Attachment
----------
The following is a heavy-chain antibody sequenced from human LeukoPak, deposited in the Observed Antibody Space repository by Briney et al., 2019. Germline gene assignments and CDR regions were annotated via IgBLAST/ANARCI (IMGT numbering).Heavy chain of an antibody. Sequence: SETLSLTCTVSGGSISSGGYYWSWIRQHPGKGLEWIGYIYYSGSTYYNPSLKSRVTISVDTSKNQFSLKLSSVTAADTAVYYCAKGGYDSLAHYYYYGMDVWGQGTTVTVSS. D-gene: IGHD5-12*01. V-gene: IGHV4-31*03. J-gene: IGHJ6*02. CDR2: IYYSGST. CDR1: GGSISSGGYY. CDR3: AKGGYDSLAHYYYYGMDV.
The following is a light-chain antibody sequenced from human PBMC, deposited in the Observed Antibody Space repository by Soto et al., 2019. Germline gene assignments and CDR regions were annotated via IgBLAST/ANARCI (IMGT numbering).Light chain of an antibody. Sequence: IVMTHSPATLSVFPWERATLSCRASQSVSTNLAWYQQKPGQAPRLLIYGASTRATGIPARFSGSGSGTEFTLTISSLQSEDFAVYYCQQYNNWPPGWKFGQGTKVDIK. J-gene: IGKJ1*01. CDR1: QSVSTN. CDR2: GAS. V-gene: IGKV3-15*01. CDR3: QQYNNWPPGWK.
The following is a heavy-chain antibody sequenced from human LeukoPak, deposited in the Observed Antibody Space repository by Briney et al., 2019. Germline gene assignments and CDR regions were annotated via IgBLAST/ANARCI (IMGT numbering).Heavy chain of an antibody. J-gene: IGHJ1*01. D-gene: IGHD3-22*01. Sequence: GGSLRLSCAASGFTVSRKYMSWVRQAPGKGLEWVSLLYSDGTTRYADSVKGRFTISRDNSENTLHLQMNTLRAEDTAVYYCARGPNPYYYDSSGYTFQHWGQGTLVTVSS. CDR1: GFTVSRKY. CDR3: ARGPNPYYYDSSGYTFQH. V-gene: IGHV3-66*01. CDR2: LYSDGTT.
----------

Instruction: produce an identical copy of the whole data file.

The following is a heavy-chain antibody sequenced from human LeukoPak, deposited in the Observed Antibody Space repository by Briney et al., 2019. Germline gene assignments and CDR regions were annotated via IgBLAST/ANARCI (IMGT numbering).Heavy chain of an antibody. Sequence: SETLSLTCTVSGGSISSGGYYWSWIRQHPGKGLEWIGYIYYSGSTYYNPSLKSRVTISVDTSKNQFSLKLSSVTAADTAVYYCAKGGYDSLAHYYYYGMDVWGQGTTVTVSS. D-gene: IGHD5-12*01. V-gene: IGHV4-31*03. J-gene: IGHJ6*02. CDR2: IYYSGST. CDR1: GGSISSGGYY. CDR3: AKGGYDSLAHYYYYGMDV.
The following is a light-chain antibody sequenced from human PBMC, deposited in the Observed Antibody Space repository by Soto et al., 2019. Germline gene assignments and CDR regions were annotated via IgBLAST/ANARCI (IMGT numbering).Light chain of an antibody. Sequence: IVMTHSPATLSVFPWERATLSCRASQSVSTNLAWYQQKPGQAPRLLIYGASTRATGIPARFSGSGSGTEFTLTISSLQSEDFAVYYCQQYNNWPPGWKFGQGTKVDIK. J-gene: IGKJ1*01. CDR1: QSVSTN. CDR2: GAS. V-gene: IGKV3-15*01. CDR3: QQYNNWPPGWK.
The following is a heavy-chain antibody sequenced from human LeukoPak, deposited in the Observed Antibody Space repository by Briney et al., 2019. Germline gene assignments and CDR regions were annotated via IgBLAST/ANARCI (IMGT numbering).Heavy chain of an antibody. J-gene: IGHJ1*01. D-gene: IGHD3-22*01. Sequence: GGSLRLSCAASGFTVSRKYMSWVRQAPGKGLEWVSLLYSDGTTRYADSVKGRFTISRDNSENTLHLQMNTLRAEDTAVYYCARGPNPYYYDSSGYTFQHWGQGTLVTVSS. CDR1: GFTVSRKY. CDR3: ARGPNPYYYDSSGYTFQH. V-gene: IGHV3-66*01. CDR2: LYSDGTT.